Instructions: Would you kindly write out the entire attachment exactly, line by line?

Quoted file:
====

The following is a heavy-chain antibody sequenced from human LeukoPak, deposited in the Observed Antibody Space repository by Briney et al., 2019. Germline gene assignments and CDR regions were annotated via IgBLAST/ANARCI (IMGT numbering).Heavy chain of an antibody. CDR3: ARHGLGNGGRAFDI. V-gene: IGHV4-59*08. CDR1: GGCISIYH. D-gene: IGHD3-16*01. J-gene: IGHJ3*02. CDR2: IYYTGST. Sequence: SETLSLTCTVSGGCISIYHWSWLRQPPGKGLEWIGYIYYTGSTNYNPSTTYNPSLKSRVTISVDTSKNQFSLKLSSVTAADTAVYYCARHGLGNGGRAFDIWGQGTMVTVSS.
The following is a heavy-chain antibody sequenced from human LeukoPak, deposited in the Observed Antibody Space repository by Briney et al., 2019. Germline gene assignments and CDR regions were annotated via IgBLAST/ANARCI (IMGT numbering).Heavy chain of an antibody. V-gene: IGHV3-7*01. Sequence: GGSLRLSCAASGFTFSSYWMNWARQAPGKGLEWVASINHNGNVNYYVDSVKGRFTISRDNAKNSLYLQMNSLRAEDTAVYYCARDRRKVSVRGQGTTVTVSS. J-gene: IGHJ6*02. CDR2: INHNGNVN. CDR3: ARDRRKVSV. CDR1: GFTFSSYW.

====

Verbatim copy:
The following is a heavy-chain antibody sequenced from human LeukoPak, deposited in the Observed Antibody Space repository by Briney et al., 2019. Germline gene assignments and CDR regions were annotated via IgBLAST/ANARCI (IMGT numbering).Heavy chain of an antibody. CDR3: ARHGLGNGGRAFDI. V-gene: IGHV4-59*08. CDR1: GGCISIYH. D-gene: IGHD3-16*01. J-gene: IGHJ3*02. CDR2: IYYTGST. Sequence: SETLSLTCTVSGGCISIYHWSWLRQPPGKGLEWIGYIYYTGSTNYNPSTTYNPSLKSRVTISVDTSKNQFSLKLSSVTAADTAVYYCARHGLGNGGRAFDIWGQGTMVTVSS.
The following is a heavy-chain antibody sequenced from human LeukoPak, deposited in the Observed Antibody Space repository by Briney et al., 2019. Germline gene assignments and CDR regions were annotated via IgBLAST/ANARCI (IMGT numbering).Heavy chain of an antibody. V-gene: IGHV3-7*01. Sequence: GGSLRLSCAASGFTFSSYWMNWARQAPGKGLEWVASINHNGNVNYYVDSVKGRFTISRDNAKNSLYLQMNSLRAEDTAVYYCARDRRKVSVRGQGTTVTVSS. J-gene: IGHJ6*02. CDR2: INHNGNVN. CDR3: ARDRRKVSV. CDR1: GFTFSSYW.